Textbook Notes (368,125)
Canada (161,663)
Finance (362)
FIN 502 (69)
Joan Lobo (33)
Chapter 7

CFIN502- Chapter 7- Personal Income Tax.docx

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FIN 502
Joan Lobo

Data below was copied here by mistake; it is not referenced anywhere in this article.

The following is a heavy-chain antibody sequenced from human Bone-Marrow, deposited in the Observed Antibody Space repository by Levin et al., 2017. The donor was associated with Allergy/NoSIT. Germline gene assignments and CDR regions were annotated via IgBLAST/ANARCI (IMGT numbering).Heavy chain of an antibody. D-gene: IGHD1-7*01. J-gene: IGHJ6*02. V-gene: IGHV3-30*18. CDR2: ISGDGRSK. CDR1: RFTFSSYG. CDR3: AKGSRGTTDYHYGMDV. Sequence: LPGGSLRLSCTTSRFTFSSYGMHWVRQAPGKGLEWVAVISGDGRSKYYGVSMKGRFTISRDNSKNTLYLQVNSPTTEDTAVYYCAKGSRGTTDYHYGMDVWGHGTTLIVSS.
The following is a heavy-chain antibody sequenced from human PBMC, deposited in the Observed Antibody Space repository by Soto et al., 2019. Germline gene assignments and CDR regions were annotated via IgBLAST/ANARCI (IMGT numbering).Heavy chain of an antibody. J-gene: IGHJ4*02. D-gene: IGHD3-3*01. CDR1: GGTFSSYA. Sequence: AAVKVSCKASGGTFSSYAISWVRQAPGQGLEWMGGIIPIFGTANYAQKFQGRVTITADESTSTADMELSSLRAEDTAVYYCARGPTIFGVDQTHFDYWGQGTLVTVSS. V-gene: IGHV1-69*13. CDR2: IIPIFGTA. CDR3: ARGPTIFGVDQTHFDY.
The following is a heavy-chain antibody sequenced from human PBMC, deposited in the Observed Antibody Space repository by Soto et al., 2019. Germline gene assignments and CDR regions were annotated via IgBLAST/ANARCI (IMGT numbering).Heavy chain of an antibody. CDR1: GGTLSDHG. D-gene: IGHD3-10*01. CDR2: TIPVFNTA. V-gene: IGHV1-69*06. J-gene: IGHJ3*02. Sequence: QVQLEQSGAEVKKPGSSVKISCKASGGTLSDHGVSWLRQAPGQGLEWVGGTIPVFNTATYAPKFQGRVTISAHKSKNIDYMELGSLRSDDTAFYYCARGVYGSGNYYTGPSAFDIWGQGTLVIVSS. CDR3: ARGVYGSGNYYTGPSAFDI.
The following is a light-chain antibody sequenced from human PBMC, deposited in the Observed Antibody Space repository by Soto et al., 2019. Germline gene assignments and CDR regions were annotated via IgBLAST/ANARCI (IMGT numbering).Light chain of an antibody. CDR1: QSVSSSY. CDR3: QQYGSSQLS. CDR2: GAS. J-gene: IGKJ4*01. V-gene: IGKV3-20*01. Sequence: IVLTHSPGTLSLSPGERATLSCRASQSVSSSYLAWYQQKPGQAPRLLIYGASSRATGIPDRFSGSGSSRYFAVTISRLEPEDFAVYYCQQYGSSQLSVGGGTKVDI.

CFIN502- Chapter 7- Personal Income Tax GENERAL CONCEPTS OF INCOME TAXATION  Canadian income taxation is based on self assessment  Basic format of personal income taxation o Income - allowable deductions = Taxation income X income tax rate = Income tax payable before credits – tax credits = Send cheque to government  Few exception, every resident – limited corporations trusts, or individuals required to complete an income tax on prescribed forms  Canadian system for individuals is progressive o Higher levels of taxable income are taxed at higher rates o Lower rates—applies to all income up to a specified level—all income above that level is taxed at the higher level  Average tax rate- total tax payable divided by total income  Marginal tax rate- rate that applies to one more dollar of income  Highest category or tax bracket- and you are deciding whether to invest your money in a term deposit o Marginal after-tax rate od return you receive will be (1- marginal tax rate)(interest rate)  Under progressive system—average rate will be equal to or less than the marginal rate  Addition or subtraction of an amount of income—put you in different tax bracket o Use 2 different rates pro rata on the amount of income to which each applies  Tax payable on taxation in different tax brackets is added up and then tax credits are deducted to arrive on basic federal tax  Provincial taxable income and tax bracket are calculated in the same way—deduct provincial tax credits to arrive at provincial tax  Surtax- taxes based on tax—temporary and usually apply most heavily on upper tax brackets  Taxpayer may have paid installments to had tax withheld at source COMPLETING AN INCOME TAX RETURN  T1 package—2 copies of the return and schedules and a detailed line by line guide to completing it  Deadline to file return—April 30 of the year following the calendar year o Business income—June 15 —must still pay any balance owing April 30  Total income—employment, investment, business o Page 2 o Self-employment—deduct expenses form the gross revenue to the extent that the expenses were incurred to earn it o Unincorporated taxpayer—file income statement and balance sheet  Business—file its own corporate income tax returns  Taxable income o Sum of incomes is totaled on line 150 and transferred to page 3 o Various deductions from total income to arrive at net income and then taxable income  Specific items are deductible and the limits on deductibility  Tax credits o Page 1 of schedule 1—calculations of federal non-refundable tax credits o Deductions from taxes otherwise payable—limit that tax payable cannot be reduced below 0 o Items—basic allowance, employment insurance and Canada pension plan or quebec pension plan premiums, education expenses, medical expenses, and charitable donations o Total multiplied by 15% to get the total non-refundable tax credit  Carried forward to page 2 of schedule 1 o Non-refundable provincial tax credits are calculated in the same manner on form 428  Federal tax 1 CFIN502- Chapter 7- Personal Income Tax o Page 1 schedule 1—calculations of federal tax before deduction of tax credits at progressive rate o 4 tax brackets—government may reduce even more o Part 2 schedule 1—deduct a variety of items from the federal income tax calculated on page 1  Political donation tax credits and dividend tax credit o Net of tax payable and the tax credits is transferred back to page 4 of the T1 return (line 420)  Provincial tax o Tan on income—base their taxes on provincial taxable income and have their own provincial tax credits  Balance owing or refund o Lie 435—total the federal and provincial taxes plus the other social services collections to arrive at the total payable for the year o Largest one for most people is the income tax already deducted at source and paid in installments—there are other credits  Everything else o  Who is a spouse? o Persons who are legally married o Includes—any spousal couple, same sex or opposite sex  Cohabited for 1 year, or who are married, or who have cohabited less then 1 year but have children form the union, included adopted child o Couple who are separated but not yet divorced may elect not to be treated as spouses o May claim only 1 personal residence between them for exemption from capital gains tax o Certain tax credits and deductions only apply to a spouse—some are optional, others mandatory INVESTMENT INCOME  Expenses incurred to earn investment income are deductible from income generally through there are some restrictions o Most significant—interest on investment loans and fees paid for money management by 3 parties  Dividends- distributed to shareholders of some portion of the corporations earnings after the corporation has paid tax on them o Preferred shares—specified by terms of the issue o Common shares—discretion of the board of directors o Share holders receive dividends from the company—must pay income tax on the dividends  Double taxation—in order to neutralize its effect-- approximately the income tax act includes dividend tax credit o Total effect is to tax dividends paid by Canadian corporations less than an equivalent amount of interest o Marginal tax rate is the total tax payable dividend by the original cash amount of the dividend  Deduct taxes from the cash amount and not the taxable amount o Financial issue—lower tax bracket investors benefit more from the dividend tax credit than so the top bracket  Capital gains and losses o Capital gain- occurs when you sell a capital item for more than the sum of its original price and all the transaction costs of buying and selling it o Capital loss- occurs when the selling price is less than the purchase and transaction costs o What is a capital item  Annual income from business—revenue – expenses incurred to earn it (including allowance for depreciation) 2 CFIN502- Chapter 7- Personal Income Tax  Income that ente